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PostPosted: Mon Apr 20, 2009 10:40 am 
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Hi Guest55, sorry to bother you but I believe from other posts that you are/were a GS teacher (apologies if I am wrong).

Our youngest DS did not pass the 11+ but was extremely fortunate to get through on appeal. My concern is that on attending other academic review days and/or parents' evenings for my older children (at GSs), the form tutor or teacher had a note of my child's 11+ result on the top of the piece of paper in front of him/her. Are all teachers told individual results? Would they then look at him 'differently' to the high proportion of children who have passed - some with full marks?

We fought for him to get in as we are convinced it is the right place for him (as the appeal panel must have agreed with).

I know that the children do compare 11+ results in Yr 7 as we have been through this already and always told my other children to hold their heads up high when declaring their moderate results (126-129s) in comparison to the full marks of other children. I do not want him to feel he has to explain himself; I have no doubt that he will shine in his classwork once they get going but am still a little concerned that he will be viewed differently by his peers and teachers at the beginning.

He wasn't tutored and loves school.

Thanks.
ATM

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PostPosted: Mon Apr 20, 2009 11:26 am 
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I know that you are waiting for G55 who I am sure will come up with very sensible advice. I do understand how you feel and I think everyone would instinctively feel the same – one more reason to my mind why scores should not be given.

However I can only try to reassure you from DS1’s experience – now in year 8. The school did have scores – I could see then at the first parents evening - but from knowing several boys and their scores it did not seem to make one iota of difference to how the staff saw them or their expectations.

The school didn’t set the children for anything until the end of year 7 in any case and that was only for maths and done on the basis of tests and class work done that year. They do however select for G&T in quite a few subjects from early in year 7. My understanding from one of the staff is that that is done on the basis of a) reports from primary and b) how they perform in the first term at GS. Given that a lot of children going to GS have been on G&T at primary for something I think it is mostly done on the work they do once at GS.

The children quickly learned that scores on the 11 + was a poor indicator as to how each child did in class. They had their eyes opened by one child who got in on appeal but is now in G & T for 5 subjects and certainly from my own son’s point of view is probably the brightest child in his class.

So whilst it might feel funny to them at first sharing scores (as I think they all do for about a day!) it may even prove to be a learning curve in the long run to the children – as well as to us parents.


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PostPosted: Mon Apr 20, 2009 12:38 pm 
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Many thanks Greta2, he will just have to prove himself worthy, which I'm sure he will. Lovely to hear about the child in a similar situation who is thriving.

I think the 'problem' may be exacerbated by the fact that he does not know anyone starting with him although he is aware of some siblings of his older brother's friends going but does not know them personally (different primary schools).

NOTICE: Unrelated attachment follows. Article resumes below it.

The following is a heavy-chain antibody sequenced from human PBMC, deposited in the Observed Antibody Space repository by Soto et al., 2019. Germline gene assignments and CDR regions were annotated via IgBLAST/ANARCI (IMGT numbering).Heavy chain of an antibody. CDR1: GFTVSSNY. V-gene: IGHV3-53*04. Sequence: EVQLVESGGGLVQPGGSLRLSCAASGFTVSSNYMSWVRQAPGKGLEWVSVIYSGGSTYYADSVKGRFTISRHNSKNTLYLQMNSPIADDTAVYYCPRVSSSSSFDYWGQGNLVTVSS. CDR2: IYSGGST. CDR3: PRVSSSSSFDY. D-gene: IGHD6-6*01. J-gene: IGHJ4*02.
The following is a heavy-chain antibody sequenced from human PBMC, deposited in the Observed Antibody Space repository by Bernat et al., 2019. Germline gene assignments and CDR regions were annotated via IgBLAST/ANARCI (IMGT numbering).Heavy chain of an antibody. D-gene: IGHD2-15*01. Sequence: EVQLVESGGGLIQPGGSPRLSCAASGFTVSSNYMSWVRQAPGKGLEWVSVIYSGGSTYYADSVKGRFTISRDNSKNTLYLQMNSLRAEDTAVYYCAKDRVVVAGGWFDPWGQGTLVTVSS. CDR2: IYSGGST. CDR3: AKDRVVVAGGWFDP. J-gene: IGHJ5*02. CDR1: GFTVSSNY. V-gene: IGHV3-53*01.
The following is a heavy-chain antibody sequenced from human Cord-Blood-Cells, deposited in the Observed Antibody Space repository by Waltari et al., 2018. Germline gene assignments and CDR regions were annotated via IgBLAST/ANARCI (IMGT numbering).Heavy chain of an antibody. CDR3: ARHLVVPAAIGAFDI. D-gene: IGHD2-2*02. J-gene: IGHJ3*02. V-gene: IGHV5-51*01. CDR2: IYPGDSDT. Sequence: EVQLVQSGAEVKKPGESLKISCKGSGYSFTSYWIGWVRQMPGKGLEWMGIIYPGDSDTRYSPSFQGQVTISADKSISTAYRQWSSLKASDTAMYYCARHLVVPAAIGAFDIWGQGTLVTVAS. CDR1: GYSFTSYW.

Although I focused my query towards Guest55 (as a teacher), anyone, like your good self Greta2, who has experience or advice, please feel free to pass it on.

Oh, more grey hairs - the worry of it all !!

ATM

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PostPosted: Mon Apr 20, 2009 12:48 pm 
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Location: Berkshire
Hi All too much,
2 of my 3 children at GS got in with the pass mark, (one of which was helpfully rounded up to reach the pass mark - for which we were eternally grateful - ours was an average score on 3 papers). One of them was embarrassed, I think at the time of going, in case she wouldn't be good enough! What nonesense, she is now in yr 12 and doing very well indeed - her GCSE results put her in the top half of her cohort, and she will (fingers crossed) do very well in her A Levels.
Every child is different, and I think that the scores on the day really bear very little resemblance to how the child will do in the end. I have known friends of my children who got very high scores in 11+, but failed to do anywhere near as well at GCSE, so the most important thing is for your child to not worry at all about the fact they got in on appeal - the fact is that your son just underperformed on one day, and that's the end of the matter.
He will, I'm sure do very well, and I don't believe the teachers will pay too much attention to actual scores once he is there and working well.

I hope this helps,
LFH


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PostPosted: Mon Apr 20, 2009 12:55 pm 
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The general feedback we've had about this in the past has always been very positive and encouraging.

There's a comment from Guest55 included here:
http://www.elevenplusexams.co.uk/11plus ... rs.php#b26

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PostPosted: Mon Apr 20, 2009 4:15 pm 
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Hi,

I am happy to confirm that VR score is not even recorded in our markbooks in the school where I teach!

My Dc got in at 12+ yet is G&T in several subjects - I do look at the KS2 test marks - a score in the high 90s for Maths would set them apart.


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